Where Do We Go From Here?
This isn’t where we intended to be
Tim Rice’s lyrics for Evita reflect the realisation that last year’s plans are, tragically, now history.
Last week we commented on a position paper issued by the Centre for Local Economic Strategy (CLES) — Owning The Future. That paper made it abundantly clear that the struggle to respond to Covid-19 has exposed fault lines that must not be ignored when the pandemic has passed. It also became clear how, with a little imagination, much can be achieved.
With a central emphasis on creating and sustaining thriving communities, CLES sketched out the options and preferences. But simply having choices isn’t going to fill the vacuum. Without action, opportunities for fresh thinking will be lost in the stampede to restore the old world. So how, exactly, can we navigate a way forward?
Authority and Agency
One benefit of the current crisis has been a renewed sense of purpose. Local governments have been re-energised to meet the needs of their communities. Responses have been described as ‘imaginative’ and ‘proactive’. This may not be true everywhere, but many communities appreciate the effectiveness of any Local Government Authority reaching beyond those existing merely as Central Government’s Local Agencies — the difference being evidenced by those who think for themselves.
‘Thinking things through’ calls for more of the same energy and application demonstrated in recent redeployments — often carried out with remarkable speed, agility and coordination across organisations and departments. When faced with the bigger picture, all manner of accommodations can be found — and the need right now is to consider the immediate next steps.
That is why CLES have suggested a 3-part framework — Rescue, Recover, and Reform — to help frame and encourage local responses.
There will, no doubt, be other frameworks, other strategy debates, and whole pantheons of priorities.
The key message from CLES is that work on shaping the future must surely be happening now — and, for intelligent communities, this work has no end.
Download and study the full CLES framework, tasks and suggested actions.
Rescue is obviously the immediate need.
Community wellbeing demands far more than polite applause for keyworkers or bunting for VE day. Critical supplies and skills for organisations — businesses and charities as well as our public sector — must be maintained. Local economic rescue demands awareness of vital needs and the imagination to find novel interventions. For so long under-valued, maybe this is the time for FE colleges to shine?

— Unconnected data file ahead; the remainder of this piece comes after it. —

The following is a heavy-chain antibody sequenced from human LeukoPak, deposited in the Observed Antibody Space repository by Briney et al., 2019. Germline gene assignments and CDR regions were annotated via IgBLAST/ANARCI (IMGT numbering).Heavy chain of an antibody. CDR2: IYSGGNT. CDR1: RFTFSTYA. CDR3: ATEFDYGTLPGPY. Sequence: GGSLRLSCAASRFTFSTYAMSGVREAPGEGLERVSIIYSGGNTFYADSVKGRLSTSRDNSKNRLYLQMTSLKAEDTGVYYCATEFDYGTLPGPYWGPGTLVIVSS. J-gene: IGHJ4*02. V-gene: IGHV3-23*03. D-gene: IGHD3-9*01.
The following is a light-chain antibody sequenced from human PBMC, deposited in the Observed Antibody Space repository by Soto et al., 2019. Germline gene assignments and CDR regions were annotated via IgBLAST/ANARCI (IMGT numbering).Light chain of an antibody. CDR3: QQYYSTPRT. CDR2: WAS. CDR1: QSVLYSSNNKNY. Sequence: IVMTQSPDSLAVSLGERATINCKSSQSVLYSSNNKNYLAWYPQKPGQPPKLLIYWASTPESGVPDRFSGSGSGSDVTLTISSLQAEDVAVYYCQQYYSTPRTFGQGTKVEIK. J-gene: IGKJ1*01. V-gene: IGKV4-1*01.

Recovery will present new challenges.
Central government has sensibly initiated support schemes to safeguard jobs and businesses, but these emergency schemes will not last forever and some transitions will be needed. Inevitably general support packages will have holes in provision and a great many jobs may be lost, particularly amongst the smallest of businesses.
Local economic health is hugely dependent on the fabric of fixers, menders and makers for all sorts of ‘socially productive’ needs — activities rarely featuring in the sector statistics that drive central economic policy. In a coastal community, for example, who really appreciates the wealth of work locally linked to all those marine craft still waiting in yards to be launched? Very small businesses are vital for the local economic fabric. They ensure that locally generated wealth circulates as much as possible before eventually being leached away into distant moneybags and on-line giants.
Reform must wait — but surely not for long.
Some folk are keen to extract wealth but care little for those who generate it. Local leaders need to recognise the money-suckers and consider how best to protect the value added by the local authority. Building thriving communities means, for example, that essential infrastructure like Full Fibre broadband is often best developed by providers who care for local communities and shape their services to meet local needs — an arena where local leaderships can play a vital enabling role.
But whatever framework is chosen, it is for Local Authorities to maintain momentum and think through how best to leverage the community assets. Your place (or any place) is not average — we all have different priorities. So, fret not about ‘postcode lotteries’ but rejoice that your place — the place you call home — works for you.
As Madonna’s Evita sang, ‘Certainties disappear . . . What can we do for our dreams to survive? / How can we keep our passions alive?’ Places, communities, are the bedrock of nations and can never be commoditised by some general one-size-fits-all central command.